That last one weirded out Nurse Tardy when I mentioned it two years ago, so I didn't mention it to the new nurse practitioner when I went in for my annual in January. I know I'm not alone--my interwebbinet friend Crimmie has them too, although her neuro issues stem from a car accident rather than MS. One of these days, I'll stop by Jooly's and see if anybody else smells things that aren't there.
Of course, that assumes that I can remember what I wanted to ask everyone after we've gone through the obligatory round of greetings and reminding folks who I am since I'm not a terribly regular visitor.
Wednesday, April 11, 2007
This is my favorite BNL song (although I love most of their stuff because both the music and the lyrics are clever and good).
I was thrilled to find out that the song was written for "King of the Hill," a television show I watched for an awfully long time for a commitmentphobe.
Although I can no longer volunteer to have Steve Page's babies, I'd still enjoy a weekend of sweaty fun in the rumpled bed of a not-quite-sleazy motel.
Tuesday, April 10, 2007
Sadly, that's the closest I come to excitement these days. Ah well. Into each life a measure of tedium must fall, I guess.
Monday, April 09, 2007
Saturday, April 07, 2007
Last night, I placed a large order from Skindecent, because Marliss was doing an unbelievable giveaway (a scented sugar scrub with every $20 purchase!), and this morning, I bought flowers.
There's snow all over the ground, and yet I bought a bleeding heart for the way back yard, a pink butterfly bush for the pink & white bed in the front yard, and a really pathetic azalea with hot pink flowers that was marked down to 25 cents because of its neglected condition. That one is not a problem, because it's safely in a pot. The other two, however, are bare root plants, and now I will have to excavate a pot from the mess that is my garage, and put them in there with a bit of soil to keep them safe until I can get them in the ground.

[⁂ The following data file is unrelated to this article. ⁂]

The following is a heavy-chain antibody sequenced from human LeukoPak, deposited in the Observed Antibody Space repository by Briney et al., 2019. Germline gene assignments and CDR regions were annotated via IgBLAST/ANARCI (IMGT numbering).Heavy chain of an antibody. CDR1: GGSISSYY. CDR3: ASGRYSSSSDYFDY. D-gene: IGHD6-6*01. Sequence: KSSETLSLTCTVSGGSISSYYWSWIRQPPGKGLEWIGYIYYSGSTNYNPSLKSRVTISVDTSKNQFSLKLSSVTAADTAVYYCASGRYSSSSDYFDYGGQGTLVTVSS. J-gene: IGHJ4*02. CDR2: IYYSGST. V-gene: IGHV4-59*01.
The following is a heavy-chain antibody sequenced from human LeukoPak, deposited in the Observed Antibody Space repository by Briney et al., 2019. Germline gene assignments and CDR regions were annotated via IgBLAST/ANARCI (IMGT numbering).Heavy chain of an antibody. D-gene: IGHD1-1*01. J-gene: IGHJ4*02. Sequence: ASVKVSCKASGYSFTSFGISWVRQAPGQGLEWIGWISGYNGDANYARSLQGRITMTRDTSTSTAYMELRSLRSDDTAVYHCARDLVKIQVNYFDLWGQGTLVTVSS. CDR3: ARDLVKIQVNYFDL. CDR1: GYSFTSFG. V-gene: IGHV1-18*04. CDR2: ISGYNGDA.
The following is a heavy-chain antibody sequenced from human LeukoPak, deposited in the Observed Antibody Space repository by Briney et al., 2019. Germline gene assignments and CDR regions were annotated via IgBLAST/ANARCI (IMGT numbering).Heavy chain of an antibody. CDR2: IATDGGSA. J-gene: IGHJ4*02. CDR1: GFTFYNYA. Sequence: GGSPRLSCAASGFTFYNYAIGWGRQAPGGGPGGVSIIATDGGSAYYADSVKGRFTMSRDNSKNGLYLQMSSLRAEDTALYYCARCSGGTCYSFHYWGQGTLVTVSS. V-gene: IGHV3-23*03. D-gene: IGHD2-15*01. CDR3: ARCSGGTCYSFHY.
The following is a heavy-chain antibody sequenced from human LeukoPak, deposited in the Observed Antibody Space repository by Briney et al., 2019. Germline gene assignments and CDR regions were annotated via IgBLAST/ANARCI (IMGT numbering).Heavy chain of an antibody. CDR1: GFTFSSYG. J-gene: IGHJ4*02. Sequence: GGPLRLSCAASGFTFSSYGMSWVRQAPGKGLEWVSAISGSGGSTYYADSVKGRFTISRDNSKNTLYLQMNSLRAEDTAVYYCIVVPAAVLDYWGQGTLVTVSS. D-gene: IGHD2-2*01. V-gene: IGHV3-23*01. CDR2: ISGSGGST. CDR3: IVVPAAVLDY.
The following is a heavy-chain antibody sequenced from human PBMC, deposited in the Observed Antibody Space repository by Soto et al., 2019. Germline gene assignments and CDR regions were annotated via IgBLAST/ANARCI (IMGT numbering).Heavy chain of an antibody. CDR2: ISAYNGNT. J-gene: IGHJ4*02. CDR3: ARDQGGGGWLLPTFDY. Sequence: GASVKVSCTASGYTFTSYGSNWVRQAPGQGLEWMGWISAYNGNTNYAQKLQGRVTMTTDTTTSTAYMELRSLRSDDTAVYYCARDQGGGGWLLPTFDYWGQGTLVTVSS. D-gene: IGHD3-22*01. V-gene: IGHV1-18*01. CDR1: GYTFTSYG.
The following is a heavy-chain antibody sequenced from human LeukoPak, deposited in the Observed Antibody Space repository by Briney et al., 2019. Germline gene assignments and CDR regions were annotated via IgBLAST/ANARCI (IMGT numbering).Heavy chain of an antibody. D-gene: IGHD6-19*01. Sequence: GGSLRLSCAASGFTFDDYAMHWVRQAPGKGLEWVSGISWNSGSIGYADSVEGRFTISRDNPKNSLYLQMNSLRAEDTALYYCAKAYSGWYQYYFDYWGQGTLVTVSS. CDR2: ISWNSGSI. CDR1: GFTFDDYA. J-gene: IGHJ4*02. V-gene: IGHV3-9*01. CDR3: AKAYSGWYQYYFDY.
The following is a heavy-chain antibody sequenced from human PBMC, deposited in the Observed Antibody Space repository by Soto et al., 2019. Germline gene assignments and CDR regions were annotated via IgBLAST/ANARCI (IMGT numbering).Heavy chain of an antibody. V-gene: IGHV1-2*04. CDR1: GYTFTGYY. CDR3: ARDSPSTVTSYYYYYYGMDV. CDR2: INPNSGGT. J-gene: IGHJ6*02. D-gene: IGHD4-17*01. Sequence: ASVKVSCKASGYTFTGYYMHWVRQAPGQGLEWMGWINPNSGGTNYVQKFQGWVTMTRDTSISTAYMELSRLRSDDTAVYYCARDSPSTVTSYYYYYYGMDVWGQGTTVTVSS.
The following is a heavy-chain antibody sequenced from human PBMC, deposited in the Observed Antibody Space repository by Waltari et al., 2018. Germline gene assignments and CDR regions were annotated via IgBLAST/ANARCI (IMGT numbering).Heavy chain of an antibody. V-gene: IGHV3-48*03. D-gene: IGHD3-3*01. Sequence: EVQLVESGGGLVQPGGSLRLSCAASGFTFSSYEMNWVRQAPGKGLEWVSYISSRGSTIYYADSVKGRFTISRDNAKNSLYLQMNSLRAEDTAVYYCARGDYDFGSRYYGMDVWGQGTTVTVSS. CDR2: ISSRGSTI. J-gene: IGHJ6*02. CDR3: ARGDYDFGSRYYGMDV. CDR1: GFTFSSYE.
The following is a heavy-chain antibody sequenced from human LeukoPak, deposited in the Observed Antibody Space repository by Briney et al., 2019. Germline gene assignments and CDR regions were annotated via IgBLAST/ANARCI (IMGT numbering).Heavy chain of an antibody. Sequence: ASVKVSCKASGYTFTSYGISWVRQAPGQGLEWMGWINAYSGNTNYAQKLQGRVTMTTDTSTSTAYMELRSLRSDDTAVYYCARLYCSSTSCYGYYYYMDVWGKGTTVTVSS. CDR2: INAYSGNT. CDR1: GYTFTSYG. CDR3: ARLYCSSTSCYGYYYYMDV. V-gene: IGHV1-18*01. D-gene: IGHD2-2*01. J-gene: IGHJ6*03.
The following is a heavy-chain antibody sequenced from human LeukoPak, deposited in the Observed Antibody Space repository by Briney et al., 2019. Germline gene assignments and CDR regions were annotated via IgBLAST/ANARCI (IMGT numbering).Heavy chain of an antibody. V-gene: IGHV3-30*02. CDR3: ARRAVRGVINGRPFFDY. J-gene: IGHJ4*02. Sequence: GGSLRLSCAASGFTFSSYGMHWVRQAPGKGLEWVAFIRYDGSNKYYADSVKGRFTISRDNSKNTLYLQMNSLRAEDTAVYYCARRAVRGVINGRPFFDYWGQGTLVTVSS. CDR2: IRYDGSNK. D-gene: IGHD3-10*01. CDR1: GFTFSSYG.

Oh, and I spent $200 on bulbs & plants from Jung's and Spring Hill.
Starting tomorrow, I vow I will put my self-control on a strict exercise regimen.
Plus, I'm broke now. ;-)
Tuesday, April 03, 2007
This is just so freaking exciting! Now I want to go make the soaps right now, even if it is 9:45 p.m. *giggle*
A friend smoothed out the html for the Paypal buttons, and when I offered her a Wet Willy, she said, "I'd love one. Will code for soap." *grin*
Tomorrow, I get to stay home from work and babysit the four year old nephew. I have Chicken Run on DVD, place cards to decorate for Easter dinner, and Easter cards to decorate for family. Plus, of course, there are the dogs to be petted and spoiled, so I think five hours should pass fairly easily. Yesterday, on the phone, Alabaster piped up with "I love you, Aunt Jammies," and my heart just melted.
Sunday, April 01, 2007
The price on the medication was so reasonable that I treated myself to two hyacinths, a bag of white gladiolus bulb, two cyclamen and two trellises. Thank goodness for discount stores--all of that cost me $26.
Yesterday, I worked outside. I give myself bonus points for not killing my next-door neighbor, who came and stood over me to talk to me while I cleaned up the trash that fell out of his trash cans three weeks ago. Fortunately, I got away from him when I had cleaned up that corner of the yard and moved down the ditch. When the trash was cleaned up, I got the wheelbarrow and started playing pickupsticks. In the front yard alone, I picked up enough downed wood to fill a large lawn & leaf debris bag and part of another. Now I just have to remember to take the bag out to the curb Thursday night!
After the cleanup work, I strolled around the back yard, admiring spring. The yellow and white daffs are all up and open (the pink & white in the front yard are just starting to bud) and it looks as if my hydrangeas and hibiscus survived the winter. I'm not sure yet about the mock orange and the pussywillow, but I remain hopeful. The soft ground around the daffodils was imprinted with hoofprints, and I had a smug chuckle for frustrating the deer. The bluebells along the back of the house have leafed, and it looks as if they've multiplied. I can't believe I didn't even know they were there until last summer.
Because all the co-pays from my surgery are arriving thick and fast, I won't be buying a new water softener with my tax refund. However, there might be enough left over for a teeny bit of ordering from garden catalogs. This year, I have much more energy, thanks to the weight loss, and I'm really looking forward to a spring and summer spent working in the garden.